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Cultivating the Spirit through the Life of Prayer: A Praying Church

September 30, 2007

Luke 11:1-4; Matthew 6:9-13

Just after I had graduated from high school, when I was seventeen years old, I traveled to the country of Southern Rhodesia, now known as Zimbabwe. I spent about five or six weeks with an aunt and uncle who were serving as missionaries in that southern part of Africa. I bought a split ticket, which allowed me to break up the trip. I spent five days in Switzerland, another five in Greece, and then went on to Africa. On the way back home, I traveled through Kenya, Egypt, Rome, and England.

My first stop in Switzerland was to see the Swiss Alps. I caught a train in Zurich, traveled to Lucerne, then to Interlaken. There, I caught a cog railway that went to the highest railroad station in the world at the top of a mountain known as the Jungfrau. As I rode up the side of that mountain, we passed two other very tall mountains in the Swiss Alps: the Mönch and the Eiger, which has a sheer rock north face. The manufacturing company that produces outdoor equipment has taken the name North Face from Mount Eiger. As the train passed Mount Eiger, I noticed people climbing its face. I asked some of my fellow passengers about how those mountain climbers could scale that vertical rock wall. They told me that it is one of the most challenging mountains in the world. People attempt this climb, sometimes to their peril. A number of people have died. The ascent up the north face of the Eiger takes two to three days. As I looked in disbelief at these very small figures climbing that rock face, I noticed that a rope connected them. Mountain climbers ordinarily travel in groups, using ropes to bind themselves to each other. They know that the footing is not always sure. The hope is that if one slips, those connected by ropes above and below will have enough of a sure footing to hold them in place.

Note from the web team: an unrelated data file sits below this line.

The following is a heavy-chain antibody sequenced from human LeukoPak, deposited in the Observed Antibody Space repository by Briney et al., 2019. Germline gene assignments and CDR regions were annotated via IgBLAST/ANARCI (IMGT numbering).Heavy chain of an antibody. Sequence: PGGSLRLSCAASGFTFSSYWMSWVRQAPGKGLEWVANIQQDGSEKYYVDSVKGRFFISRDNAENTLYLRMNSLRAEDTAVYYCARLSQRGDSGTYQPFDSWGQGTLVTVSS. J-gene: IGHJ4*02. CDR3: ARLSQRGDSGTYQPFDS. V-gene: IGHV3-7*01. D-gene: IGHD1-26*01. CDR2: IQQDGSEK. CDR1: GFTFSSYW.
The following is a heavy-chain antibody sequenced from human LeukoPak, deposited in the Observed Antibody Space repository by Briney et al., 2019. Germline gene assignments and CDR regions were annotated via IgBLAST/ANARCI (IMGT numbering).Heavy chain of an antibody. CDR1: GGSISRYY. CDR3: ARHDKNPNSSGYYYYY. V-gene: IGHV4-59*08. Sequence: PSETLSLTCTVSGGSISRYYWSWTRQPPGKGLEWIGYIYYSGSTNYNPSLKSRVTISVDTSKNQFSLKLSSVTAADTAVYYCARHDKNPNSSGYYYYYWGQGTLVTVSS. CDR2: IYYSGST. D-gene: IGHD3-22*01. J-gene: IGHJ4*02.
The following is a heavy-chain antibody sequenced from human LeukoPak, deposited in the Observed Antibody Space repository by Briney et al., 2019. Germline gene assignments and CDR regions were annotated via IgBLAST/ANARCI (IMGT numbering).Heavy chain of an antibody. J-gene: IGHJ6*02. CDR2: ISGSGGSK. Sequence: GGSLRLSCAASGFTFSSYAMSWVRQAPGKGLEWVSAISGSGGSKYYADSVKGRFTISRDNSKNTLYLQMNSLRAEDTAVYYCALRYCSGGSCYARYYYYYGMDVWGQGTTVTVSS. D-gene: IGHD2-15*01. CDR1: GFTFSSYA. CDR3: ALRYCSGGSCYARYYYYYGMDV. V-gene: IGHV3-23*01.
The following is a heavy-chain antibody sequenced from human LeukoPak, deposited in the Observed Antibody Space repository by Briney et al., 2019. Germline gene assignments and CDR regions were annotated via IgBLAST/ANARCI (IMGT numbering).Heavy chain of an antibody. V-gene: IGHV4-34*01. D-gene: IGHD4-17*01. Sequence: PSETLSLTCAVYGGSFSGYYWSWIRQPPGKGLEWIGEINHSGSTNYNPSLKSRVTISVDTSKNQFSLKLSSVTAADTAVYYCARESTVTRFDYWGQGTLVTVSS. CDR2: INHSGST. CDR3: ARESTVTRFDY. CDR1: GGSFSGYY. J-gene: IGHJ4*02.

That illustration is a good way to understand the function of prayer in the life of the church. Most of the sermons in this series about prayer have focused on our praying as individuals. A balance here is essential. Praying corporately as a church body is also very important. We are the body of Christ. We are the family of God. We are the fellowship of the Holy Spirit. Prayer is the vital lifeline that connects us with each other. Every single person in this congregation has at one time or another felt as if their footing was slipping. If you know that the body of Christ is praying for you, you have the sense that a lifeline is holding you, connecting you, to other Christians.